These Seem Like Totally Ordinary Objects…Until You Try To Pick Them Up

When looking at these images, you might not exactly see what makes these objects so special. A bottle of ketchup? A work boot? What”s the big deal?

Well, if you were able to try to pick one up, you”d know immediately. These aren”t your average everyday items — they”re actually the carved stone sculptures of artist Robin Antar. They”ve been carved, polished, and painted to look just like the real thing and they”re pretty convincing.

Antar”s work shows how stone, hard and rigid, can be manipulated to resemble soft, malleable materials like cloth and plastic. She developed a method of carving about 20 years ago that allows her to achieve this level of detail. Even more impressive is that she can complete this work with limited sight, due to retrolental fibroplasia in both eyes. Still, she”s not letting that stop her.

Antar”s motivation comes from a desire to capture the ephemera of the modern age — the candy wrappers, the flip-flops, the condiments that make up such a strangely large part of our culture — and leave it as “historical evidence” for people in the future. “Will a bottle of Heinz ketchup exist in 2100 CE?” she muses.

Creating these realistic sculptures requires studying their real-life counterparts in great detail. Antar then selects the stone she feels fits the item best. Sometimes, the stone is chosen to match the color of the subject. Other times, the sculptures are painted or stained.

For the clothing, real laces and other details are also included.

For the clothing, real laces and other details are also included.

For some sculptures, Antar uses the color of the stone to reflect the real-life object, like these gin and scotch bottles.

For some sculptures, Antar uses the color of the stone to reflect the real-life object, like these gin and scotch bottles.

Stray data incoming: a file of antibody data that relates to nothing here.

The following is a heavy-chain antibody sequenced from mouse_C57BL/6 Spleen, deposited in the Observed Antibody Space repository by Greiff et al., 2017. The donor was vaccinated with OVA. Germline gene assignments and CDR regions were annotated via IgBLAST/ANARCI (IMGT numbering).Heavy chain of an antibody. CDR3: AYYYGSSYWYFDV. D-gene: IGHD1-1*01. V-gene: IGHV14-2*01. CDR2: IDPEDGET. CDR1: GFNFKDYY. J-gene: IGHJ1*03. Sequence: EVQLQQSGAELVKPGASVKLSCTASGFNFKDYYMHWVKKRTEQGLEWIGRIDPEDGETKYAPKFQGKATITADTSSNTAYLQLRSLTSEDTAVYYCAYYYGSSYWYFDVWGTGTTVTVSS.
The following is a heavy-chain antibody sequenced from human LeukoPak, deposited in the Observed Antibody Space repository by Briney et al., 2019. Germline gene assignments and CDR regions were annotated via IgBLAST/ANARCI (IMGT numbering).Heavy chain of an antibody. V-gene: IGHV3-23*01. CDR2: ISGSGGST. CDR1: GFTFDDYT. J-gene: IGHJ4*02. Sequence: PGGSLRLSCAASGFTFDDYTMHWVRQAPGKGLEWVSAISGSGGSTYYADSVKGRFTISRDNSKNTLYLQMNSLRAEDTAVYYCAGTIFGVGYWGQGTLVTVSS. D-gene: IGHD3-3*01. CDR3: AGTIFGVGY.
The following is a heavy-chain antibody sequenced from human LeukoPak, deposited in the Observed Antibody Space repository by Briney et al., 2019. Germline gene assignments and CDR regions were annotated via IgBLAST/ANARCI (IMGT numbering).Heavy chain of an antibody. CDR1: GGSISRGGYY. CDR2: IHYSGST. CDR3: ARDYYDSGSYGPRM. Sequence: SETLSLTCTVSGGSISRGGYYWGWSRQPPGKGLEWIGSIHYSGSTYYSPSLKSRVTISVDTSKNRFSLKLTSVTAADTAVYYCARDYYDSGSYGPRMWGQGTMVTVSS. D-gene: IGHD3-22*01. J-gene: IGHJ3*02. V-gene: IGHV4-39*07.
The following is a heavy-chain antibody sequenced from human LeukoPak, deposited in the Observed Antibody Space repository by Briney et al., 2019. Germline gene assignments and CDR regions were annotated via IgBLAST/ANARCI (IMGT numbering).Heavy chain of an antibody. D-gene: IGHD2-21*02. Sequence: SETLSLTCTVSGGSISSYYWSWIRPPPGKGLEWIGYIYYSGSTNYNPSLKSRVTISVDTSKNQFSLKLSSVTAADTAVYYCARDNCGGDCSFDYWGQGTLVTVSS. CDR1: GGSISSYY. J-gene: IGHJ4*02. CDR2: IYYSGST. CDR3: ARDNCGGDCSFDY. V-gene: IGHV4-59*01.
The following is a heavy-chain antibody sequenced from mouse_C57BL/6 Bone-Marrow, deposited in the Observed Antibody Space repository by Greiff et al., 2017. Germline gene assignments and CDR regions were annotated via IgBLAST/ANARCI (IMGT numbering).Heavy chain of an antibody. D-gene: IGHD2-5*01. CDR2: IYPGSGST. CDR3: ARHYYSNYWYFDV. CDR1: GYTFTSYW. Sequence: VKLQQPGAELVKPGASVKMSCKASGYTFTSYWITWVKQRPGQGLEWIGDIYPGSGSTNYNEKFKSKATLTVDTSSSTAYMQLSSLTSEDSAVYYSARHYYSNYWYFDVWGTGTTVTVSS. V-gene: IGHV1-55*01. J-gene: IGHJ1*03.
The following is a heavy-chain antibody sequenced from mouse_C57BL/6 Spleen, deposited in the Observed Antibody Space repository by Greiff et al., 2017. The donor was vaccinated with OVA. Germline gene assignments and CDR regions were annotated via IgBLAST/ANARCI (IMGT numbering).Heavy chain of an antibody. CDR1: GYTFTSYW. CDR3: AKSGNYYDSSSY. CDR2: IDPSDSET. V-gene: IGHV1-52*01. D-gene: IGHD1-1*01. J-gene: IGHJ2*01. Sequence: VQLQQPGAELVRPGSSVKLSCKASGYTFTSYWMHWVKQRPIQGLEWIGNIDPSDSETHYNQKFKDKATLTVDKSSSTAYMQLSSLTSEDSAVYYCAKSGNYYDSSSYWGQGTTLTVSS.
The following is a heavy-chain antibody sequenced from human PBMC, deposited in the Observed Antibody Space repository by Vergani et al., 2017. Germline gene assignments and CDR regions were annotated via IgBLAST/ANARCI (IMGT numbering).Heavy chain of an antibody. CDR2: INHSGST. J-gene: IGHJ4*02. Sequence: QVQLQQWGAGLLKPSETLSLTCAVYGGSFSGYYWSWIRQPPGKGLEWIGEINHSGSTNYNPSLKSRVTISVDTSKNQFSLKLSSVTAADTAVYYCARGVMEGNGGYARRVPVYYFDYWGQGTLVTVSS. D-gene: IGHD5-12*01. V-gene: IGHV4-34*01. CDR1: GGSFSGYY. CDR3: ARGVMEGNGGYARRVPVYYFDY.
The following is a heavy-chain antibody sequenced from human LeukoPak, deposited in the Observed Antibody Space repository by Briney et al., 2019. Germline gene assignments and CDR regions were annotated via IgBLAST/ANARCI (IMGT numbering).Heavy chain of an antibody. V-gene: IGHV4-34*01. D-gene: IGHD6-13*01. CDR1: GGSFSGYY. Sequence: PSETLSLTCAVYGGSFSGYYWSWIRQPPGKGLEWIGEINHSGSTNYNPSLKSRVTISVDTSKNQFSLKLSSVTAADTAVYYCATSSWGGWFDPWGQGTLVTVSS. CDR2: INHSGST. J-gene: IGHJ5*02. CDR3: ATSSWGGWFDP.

The gin bottle is made from green marble, and the scotch bottle from honeycomb calcite.

This jar of Hellmann”s mayonnaise is one of the pieces Antar is most proud of.

This jar of Hellmann

Made from white travertine, it emulates the luminous quality of the mayo and the glass. (An actual jar of mayonnaise is shown next to the sculpture.)

The process is labor intensive, but Antar doesn”t mind. “When I see friends scrutinize the carved hat on the table, endless hours of chiseling and sanding, staining, and mounting are all worth it,” she says.

Of course, dealing with brand names can get a bit tricky, but Antar even sees the positive in that. “I achieved my goal when the U.S. government [wrote] to tell me I cannot copyright a work of art because it too closely resembles the product that I chose to record in stone,” she recalls. “The day I received that letter was one of the happiest days of my life.” If that”s not an affirmation that your work is perfectly realistic, we don”t know what is.

To avoid legal issues, Antar decided that she might as well team up with brands to replicate their products. This 3,500-pound marble chip bag, for example, is still looking for a patron company.

(via Visual News)

Antar does much more than replicate food and clothing in stone. Other works include abstract sculpture, paintings, and items reflecting her Sephardic Jewish heritage. Her work can be seen on her website, as well as on her blog.

There are more artists celebrating the everyday items we love. See what they”re up to:

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